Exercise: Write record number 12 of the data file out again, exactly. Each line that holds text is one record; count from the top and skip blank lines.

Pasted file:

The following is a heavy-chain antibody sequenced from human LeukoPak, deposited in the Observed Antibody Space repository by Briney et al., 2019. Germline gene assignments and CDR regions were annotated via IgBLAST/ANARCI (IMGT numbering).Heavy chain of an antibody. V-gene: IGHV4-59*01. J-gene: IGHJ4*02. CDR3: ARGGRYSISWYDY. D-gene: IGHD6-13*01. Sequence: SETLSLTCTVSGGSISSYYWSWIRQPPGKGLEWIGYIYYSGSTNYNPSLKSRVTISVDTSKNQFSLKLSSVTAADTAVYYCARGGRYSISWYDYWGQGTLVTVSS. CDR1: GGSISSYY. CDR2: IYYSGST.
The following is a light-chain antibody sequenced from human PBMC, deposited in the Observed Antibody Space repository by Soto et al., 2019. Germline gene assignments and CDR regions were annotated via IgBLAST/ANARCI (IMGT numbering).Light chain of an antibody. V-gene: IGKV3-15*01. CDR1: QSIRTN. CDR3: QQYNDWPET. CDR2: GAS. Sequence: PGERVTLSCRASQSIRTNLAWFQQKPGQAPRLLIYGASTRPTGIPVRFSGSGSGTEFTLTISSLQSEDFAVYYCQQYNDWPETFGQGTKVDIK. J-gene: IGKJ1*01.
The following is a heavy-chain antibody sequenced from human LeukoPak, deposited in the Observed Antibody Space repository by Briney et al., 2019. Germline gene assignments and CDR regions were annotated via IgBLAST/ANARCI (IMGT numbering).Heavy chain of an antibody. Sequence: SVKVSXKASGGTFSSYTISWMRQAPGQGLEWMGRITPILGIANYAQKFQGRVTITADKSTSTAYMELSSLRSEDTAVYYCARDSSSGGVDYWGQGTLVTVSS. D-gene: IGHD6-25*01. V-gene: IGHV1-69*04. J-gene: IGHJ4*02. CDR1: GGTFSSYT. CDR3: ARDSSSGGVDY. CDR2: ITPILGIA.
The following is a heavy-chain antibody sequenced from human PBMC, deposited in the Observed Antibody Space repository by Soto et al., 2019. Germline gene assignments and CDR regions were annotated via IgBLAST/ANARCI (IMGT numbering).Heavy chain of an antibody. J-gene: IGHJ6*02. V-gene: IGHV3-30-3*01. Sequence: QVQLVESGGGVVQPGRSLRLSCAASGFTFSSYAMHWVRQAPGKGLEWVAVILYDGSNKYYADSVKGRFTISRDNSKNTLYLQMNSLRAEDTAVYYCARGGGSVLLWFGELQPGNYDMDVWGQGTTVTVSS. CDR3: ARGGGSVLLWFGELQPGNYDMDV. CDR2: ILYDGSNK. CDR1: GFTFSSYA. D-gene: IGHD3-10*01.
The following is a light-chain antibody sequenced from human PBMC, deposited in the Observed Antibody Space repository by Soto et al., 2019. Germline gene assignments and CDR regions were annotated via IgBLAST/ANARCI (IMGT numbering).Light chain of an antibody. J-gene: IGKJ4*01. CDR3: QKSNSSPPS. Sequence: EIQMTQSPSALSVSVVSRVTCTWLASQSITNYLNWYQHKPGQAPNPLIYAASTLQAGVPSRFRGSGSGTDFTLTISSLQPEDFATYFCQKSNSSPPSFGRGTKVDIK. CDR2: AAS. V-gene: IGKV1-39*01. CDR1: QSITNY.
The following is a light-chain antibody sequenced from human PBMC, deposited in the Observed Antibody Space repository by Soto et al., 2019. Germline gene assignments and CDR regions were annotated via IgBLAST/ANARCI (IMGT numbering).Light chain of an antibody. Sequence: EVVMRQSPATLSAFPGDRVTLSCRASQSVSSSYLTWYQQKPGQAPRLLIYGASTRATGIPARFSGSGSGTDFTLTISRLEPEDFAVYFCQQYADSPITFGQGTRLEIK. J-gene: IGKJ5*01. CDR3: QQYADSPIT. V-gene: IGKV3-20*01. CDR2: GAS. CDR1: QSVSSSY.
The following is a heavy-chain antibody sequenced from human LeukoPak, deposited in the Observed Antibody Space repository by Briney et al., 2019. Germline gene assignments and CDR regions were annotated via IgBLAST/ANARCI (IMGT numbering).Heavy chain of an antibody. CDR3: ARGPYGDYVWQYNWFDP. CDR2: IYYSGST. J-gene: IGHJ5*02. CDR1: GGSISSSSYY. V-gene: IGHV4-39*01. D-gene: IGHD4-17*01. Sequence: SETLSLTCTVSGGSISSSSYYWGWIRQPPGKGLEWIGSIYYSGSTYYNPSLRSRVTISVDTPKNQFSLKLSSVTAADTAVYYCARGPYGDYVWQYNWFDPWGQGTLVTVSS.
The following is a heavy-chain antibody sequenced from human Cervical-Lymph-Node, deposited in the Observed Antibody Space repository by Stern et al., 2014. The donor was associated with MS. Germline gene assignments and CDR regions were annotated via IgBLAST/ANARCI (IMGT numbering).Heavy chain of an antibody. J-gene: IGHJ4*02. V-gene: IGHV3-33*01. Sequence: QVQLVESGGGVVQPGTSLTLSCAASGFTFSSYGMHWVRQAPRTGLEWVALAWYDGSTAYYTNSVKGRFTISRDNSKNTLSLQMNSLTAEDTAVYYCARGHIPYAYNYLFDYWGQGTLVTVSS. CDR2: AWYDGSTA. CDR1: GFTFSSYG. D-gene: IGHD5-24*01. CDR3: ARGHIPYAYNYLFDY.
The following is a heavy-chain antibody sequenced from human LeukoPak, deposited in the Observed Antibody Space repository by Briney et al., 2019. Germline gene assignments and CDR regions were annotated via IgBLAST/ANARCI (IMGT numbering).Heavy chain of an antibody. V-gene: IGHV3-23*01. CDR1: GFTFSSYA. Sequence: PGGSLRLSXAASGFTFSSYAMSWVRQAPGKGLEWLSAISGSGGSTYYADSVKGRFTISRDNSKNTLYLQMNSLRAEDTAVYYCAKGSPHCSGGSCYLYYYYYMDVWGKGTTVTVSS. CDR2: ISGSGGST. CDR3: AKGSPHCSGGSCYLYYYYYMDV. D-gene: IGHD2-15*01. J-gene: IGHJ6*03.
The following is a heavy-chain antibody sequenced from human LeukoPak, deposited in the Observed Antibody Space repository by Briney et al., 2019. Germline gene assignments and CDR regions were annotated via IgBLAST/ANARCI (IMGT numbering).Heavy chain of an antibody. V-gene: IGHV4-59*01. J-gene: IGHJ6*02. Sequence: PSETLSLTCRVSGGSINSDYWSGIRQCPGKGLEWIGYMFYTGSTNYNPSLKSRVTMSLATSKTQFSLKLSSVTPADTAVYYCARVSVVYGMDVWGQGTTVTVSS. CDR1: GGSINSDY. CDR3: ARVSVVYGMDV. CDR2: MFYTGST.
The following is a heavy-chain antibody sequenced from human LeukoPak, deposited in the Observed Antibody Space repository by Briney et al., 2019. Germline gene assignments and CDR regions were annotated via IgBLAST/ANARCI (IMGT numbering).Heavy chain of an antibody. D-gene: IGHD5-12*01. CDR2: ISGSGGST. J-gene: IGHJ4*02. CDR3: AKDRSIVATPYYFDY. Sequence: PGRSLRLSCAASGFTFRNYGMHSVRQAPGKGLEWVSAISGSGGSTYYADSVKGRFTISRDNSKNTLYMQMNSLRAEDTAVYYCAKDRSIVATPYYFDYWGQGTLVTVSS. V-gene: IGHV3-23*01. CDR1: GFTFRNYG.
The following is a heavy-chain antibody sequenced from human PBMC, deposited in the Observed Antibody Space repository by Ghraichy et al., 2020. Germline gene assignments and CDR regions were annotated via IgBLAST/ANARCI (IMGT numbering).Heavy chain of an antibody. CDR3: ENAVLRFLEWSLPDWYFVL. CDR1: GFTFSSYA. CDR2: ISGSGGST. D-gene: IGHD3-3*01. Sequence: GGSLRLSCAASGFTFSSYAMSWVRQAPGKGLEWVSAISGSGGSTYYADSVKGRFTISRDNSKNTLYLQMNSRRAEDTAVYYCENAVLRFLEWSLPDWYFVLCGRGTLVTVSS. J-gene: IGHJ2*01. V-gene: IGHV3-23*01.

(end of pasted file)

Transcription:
The following is a heavy-chain antibody sequenced from human PBMC, deposited in the Observed Antibody Space repository by Ghraichy et al., 2020. Germline gene assignments and CDR regions were annotated via IgBLAST/ANARCI (IMGT numbering).Heavy chain of an antibody. CDR3: ENAVLRFLEWSLPDWYFVL. CDR1: GFTFSSYA. CDR2: ISGSGGST. D-gene: IGHD3-3*01. Sequence: GGSLRLSCAASGFTFSSYAMSWVRQAPGKGLEWVSAISGSGGSTYYADSVKGRFTISRDNSKNTLYLQMNSRRAEDTAVYYCENAVLRFLEWSLPDWYFVLCGRGTLVTVSS. J-gene: IGHJ2*01. V-gene: IGHV3-23*01.